« VorigeDoorgaan »
Bility of his faithfulness, in accomplishing the work of redemption. On the whole, I have taken a view of the broad and immoveable basis of the goodness, knowledge, wisdom, and power of God, on which, alone, is built the eternal safety of an helpless mortals, and I see no room to despair of the accomplishment of the aforenamed divine promises which evidently announce a complete reconciliation of all things to God in the dispensation of the fulness of times. You are, therefore, not to despair of this, nor hesitate in your judgment on account of the abundance of sin, or the piles, heaps, or mountains of iniquity which has existed, or does now exist; for remember that he who was made, and appointed to finish the trans gression, and make an end of sins, is made strong by the strength of God Almighty; neither can any knowledge forelay his work, for his knowledge is infinite ; nor can any device disappoint his calculations, for he has the boundless treasures of wisdom. And while he is qualified with infinite power, wisdom, and knowledge, look there, look to him, and behold! his eyes, and every appearance of him beams with love, or benevolence to a world of sinners! And I charge you not to make out your verdict without taking a view of these things which I have laid before you; and while you take this view, let Proper Candor, Sound Reas son, and Good Understanding, have each his proper place, and make out your verdict accordingly.
I suppose it is generally understood that the book of Revelation, is the contents of a vision which St. John saw upon the Isle of Patmos; that it was a vision, is evident from the contents of the first chapter, which introduces it as such; and also from chap, IX, 17, " And thus I saw the horses in the vision," &c. which plainly shows that St. John himself called it a vision. Now whereas, I know, that many people receive many passages in this book in their most literal sense, I wish to have the truth understood, before I proceed in my Key, viz. : That a vision is a revelation of some. thing that exists, or of something which shall be accomplished afterwards; always appearing to the view of him who sees the vision, in some literal thing, or creature, or creatures which represents the things alluded to, by similitude, or similitudes. That the man who sees a vision, never sees the real things which the visioni reveals; but always sees the appearance of something which represents the things alluded to, by way of figures, or similitudes. That this was always the case with the visions of the Prophets, and of St. Peter, is evident from the following: Ezek. IX, 2, A man with a writer's inkhorn, &c. was the vision, or the things seen. Ezek. 37th chap. : The dry bones, &c. were the things seen in the vision. Ezek. 40: A man whose appearance was like brass, &c.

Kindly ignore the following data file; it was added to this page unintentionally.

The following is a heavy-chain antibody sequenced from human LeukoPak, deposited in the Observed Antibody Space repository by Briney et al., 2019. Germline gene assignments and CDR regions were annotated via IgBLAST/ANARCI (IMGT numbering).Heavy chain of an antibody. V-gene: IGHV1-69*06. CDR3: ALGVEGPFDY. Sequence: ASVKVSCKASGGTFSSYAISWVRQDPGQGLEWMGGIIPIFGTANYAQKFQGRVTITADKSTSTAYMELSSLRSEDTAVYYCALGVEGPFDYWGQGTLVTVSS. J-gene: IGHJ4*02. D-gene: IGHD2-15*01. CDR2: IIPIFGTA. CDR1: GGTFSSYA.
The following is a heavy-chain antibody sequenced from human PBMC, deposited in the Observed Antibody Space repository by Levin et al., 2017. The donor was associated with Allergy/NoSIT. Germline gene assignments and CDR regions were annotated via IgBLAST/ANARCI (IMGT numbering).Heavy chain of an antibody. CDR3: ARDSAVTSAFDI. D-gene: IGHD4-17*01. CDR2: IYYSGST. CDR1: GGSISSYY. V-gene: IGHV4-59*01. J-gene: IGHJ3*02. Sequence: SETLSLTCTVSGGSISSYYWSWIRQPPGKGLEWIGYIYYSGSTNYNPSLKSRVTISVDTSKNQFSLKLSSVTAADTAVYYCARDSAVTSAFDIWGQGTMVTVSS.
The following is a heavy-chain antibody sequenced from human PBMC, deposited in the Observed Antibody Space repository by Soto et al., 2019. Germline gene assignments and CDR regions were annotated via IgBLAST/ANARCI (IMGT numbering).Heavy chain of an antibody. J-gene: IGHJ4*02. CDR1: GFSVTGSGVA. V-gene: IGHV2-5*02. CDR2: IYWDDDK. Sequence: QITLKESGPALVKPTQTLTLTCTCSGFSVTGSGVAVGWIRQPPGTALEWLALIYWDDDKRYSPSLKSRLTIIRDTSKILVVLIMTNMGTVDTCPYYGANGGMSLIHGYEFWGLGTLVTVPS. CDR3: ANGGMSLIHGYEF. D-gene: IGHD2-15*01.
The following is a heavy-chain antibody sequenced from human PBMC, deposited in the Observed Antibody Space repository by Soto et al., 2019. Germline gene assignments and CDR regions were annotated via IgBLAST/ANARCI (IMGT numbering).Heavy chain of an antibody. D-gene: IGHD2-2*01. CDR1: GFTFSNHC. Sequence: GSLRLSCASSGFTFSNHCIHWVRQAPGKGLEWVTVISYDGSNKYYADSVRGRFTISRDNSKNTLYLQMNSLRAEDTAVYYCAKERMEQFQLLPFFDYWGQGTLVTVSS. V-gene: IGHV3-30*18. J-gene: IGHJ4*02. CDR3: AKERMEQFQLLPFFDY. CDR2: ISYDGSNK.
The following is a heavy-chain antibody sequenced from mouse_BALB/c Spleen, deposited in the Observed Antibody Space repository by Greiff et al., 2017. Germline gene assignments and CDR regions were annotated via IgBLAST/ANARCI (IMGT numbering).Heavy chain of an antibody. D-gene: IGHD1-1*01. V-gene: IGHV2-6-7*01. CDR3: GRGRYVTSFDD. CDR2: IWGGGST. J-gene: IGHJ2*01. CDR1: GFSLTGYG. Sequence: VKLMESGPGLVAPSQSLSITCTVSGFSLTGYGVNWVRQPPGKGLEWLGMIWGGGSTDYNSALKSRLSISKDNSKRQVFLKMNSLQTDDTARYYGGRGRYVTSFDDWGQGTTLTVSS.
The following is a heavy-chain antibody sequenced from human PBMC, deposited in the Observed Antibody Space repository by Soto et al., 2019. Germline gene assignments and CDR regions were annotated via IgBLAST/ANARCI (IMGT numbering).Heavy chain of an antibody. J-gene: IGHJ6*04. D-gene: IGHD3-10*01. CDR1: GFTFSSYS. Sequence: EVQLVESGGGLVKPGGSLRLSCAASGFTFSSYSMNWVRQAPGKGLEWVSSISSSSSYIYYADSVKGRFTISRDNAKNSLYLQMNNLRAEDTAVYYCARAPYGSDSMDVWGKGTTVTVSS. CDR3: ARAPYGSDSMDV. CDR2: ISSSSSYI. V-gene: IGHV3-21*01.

was seen in the vision. Daniel 7th chap. : Four beasts were seen in the vision, &c. In chap. 8, Was seen in a vision, a ram, and a he-goat, &c. In Amos Vii, 8 : A plumbline was seen in a vision. In chap, viii, 1, 2: A basket of summer fruit. In Zech. Ii, 1: A man with a measuring line in his hand. In chap, Iv, 2, 3: A candlestick of gold, a bowl on the top of it, and seven lamps, and seven pipes to it, and two olive trees by it. In chap, v, 2: A flying roll, twenty cubits long, and ten broad. In chap. 6: Four chariots, coming out from between the mountains, one with red horses, another with black, another with white, and the other with grizzled and bay. Now, what man of common understanding would ever suppose that the things seen in those aforenamed visions, were the real things which God meant to reveal to his servants by those visions ? But this would be equally as reasonable as it is to understand the book of Revelation to reveal nothing else but the things named in the vision, as for instance: To understand the 20th chapter as it generally has been understood, to reveal that a real intelligent being, called an angel, will, at a certain time, come down from the starry heaven, with a chain and key, and lay hold of another real intelligent, though wicked being, called the devil, and bind him for the space of exactly a thousand years, &c. And then there will be a literal resurrection of a part of the best of men, &c. and that after the thousand years, the devil being set at liberty, will go out like a great General, and gather a great army of men to fight against the Saints; and then his army will be destroyed by literal fire from Heaven, &c. and then a literal judgment will take place, &c. and the devil, and all the wicked people will be cast into a lake of literal fire and brimstone, &c. Now, I say, to understand the vision of St. Johns in this way, is as unreasonable, as it would be to understand the vision